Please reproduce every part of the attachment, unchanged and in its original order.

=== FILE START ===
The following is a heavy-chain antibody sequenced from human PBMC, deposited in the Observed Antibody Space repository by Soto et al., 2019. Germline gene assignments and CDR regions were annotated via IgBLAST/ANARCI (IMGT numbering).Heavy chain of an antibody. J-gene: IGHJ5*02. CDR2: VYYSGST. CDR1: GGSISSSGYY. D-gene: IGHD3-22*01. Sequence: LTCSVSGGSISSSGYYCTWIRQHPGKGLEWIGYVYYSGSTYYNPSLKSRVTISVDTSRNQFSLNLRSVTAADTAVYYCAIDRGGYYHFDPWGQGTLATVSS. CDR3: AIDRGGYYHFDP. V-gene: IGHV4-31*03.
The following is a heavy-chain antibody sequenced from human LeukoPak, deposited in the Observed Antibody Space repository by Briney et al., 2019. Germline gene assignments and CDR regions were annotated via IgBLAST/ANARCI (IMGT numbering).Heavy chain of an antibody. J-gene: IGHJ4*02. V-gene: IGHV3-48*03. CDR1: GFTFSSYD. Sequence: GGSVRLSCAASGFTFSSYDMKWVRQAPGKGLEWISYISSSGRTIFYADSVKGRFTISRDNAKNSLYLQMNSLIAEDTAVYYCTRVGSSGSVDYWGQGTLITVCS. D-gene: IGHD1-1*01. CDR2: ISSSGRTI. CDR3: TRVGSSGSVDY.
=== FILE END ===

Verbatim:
The following is a heavy-chain antibody sequenced from human PBMC, deposited in the Observed Antibody Space repository by Soto et al., 2019. Germline gene assignments and CDR regions were annotated via IgBLAST/ANARCI (IMGT numbering).Heavy chain of an antibody. J-gene: IGHJ5*02. CDR2: VYYSGST. CDR1: GGSISSSGYY. D-gene: IGHD3-22*01. Sequence: LTCSVSGGSISSSGYYCTWIRQHPGKGLEWIGYVYYSGSTYYNPSLKSRVTISVDTSRNQFSLNLRSVTAADTAVYYCAIDRGGYYHFDPWGQGTLATVSS. CDR3: AIDRGGYYHFDP. V-gene: IGHV4-31*03.
The following is a heavy-chain antibody sequenced from human LeukoPak, deposited in the Observed Antibody Space repository by Briney et al., 2019. Germline gene assignments and CDR regions were annotated via IgBLAST/ANARCI (IMGT numbering).Heavy chain of an antibody. J-gene: IGHJ4*02. V-gene: IGHV3-48*03. CDR1: GFTFSSYD. Sequence: GGSVRLSCAASGFTFSSYDMKWVRQAPGKGLEWISYISSSGRTIFYADSVKGRFTISRDNAKNSLYLQMNSLIAEDTAVYYCTRVGSSGSVDYWGQGTLITVCS. D-gene: IGHD1-1*01. CDR2: ISSSGRTI. CDR3: TRVGSSGSVDY.